Vail pointed to a variety of factors that could contribute to the recent Asian-centered outbreak.
“I think part of it might be a cultural and language barrier when it comes to statewide messaging about COVID-19,” Vail explained. “I suspect that most of them are refugees, and many are residing in multi-family homes and other tight apartment complexes and townhomes. It’s likely a combination of close quarters and a lower socioeconomic status with many essential workers.”
Health differences between racial groups are often due to economic and social conditions that are more common among some racial minorities than whites. In public health emergencies, these conditions can also isolate people from the resources they need to prepare for outbreaks.
“Social distancing in itself is a privilege,” Vail explained last week. “We have restaurant employees doing curbside pickup, grocery stores, places like Lowe’s and Home Depot that are still open. Those employees still see a lot of people and tend to be low-income residents.”
A variety of factors can also cause one geographic area to have more cases than another, like population density, health care and testing access, poverty, employment types and housing.
Vail said many cases have been tied directly to a large coronavirus outbreak among employees at Herbruck’s Poultry Ranch in Ionia County and the Meijer warehouse on Waverly Road in Lansing, which together employed at least 36 of the 74 infected Asian residents of 48911.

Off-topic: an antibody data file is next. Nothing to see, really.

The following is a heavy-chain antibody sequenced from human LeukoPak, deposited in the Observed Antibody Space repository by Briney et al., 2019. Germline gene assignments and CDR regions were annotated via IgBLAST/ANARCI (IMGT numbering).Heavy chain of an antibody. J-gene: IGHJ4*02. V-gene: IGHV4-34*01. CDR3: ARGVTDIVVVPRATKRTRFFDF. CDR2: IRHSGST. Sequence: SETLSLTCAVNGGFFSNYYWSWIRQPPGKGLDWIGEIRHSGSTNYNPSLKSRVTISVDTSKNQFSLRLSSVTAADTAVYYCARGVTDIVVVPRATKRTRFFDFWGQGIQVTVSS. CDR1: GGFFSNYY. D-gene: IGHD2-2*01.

The 21 Asian residents employed at the poultry farm also account for the majority of the Lansing-area residents that have been impacted by the outbreak at Herbruck’s, the largest egg producer in Michigan. The Lansing State Journal tallies at least 34 confirmed cases at the farm.
And at least another 15 cases are associated with the Meijer warehouse, Vail said.
“I think we’ll find those two facilities are linked,” Vail said. “Someone from Herbruck’s likely interacted with that warehouse along the distribution line and brought this into the community.”
Vail said Asian culture tends to involve close-knit families living together in even closer quarters. And because they’re a tight community, Asian residents tend to stick together, Vail speculated.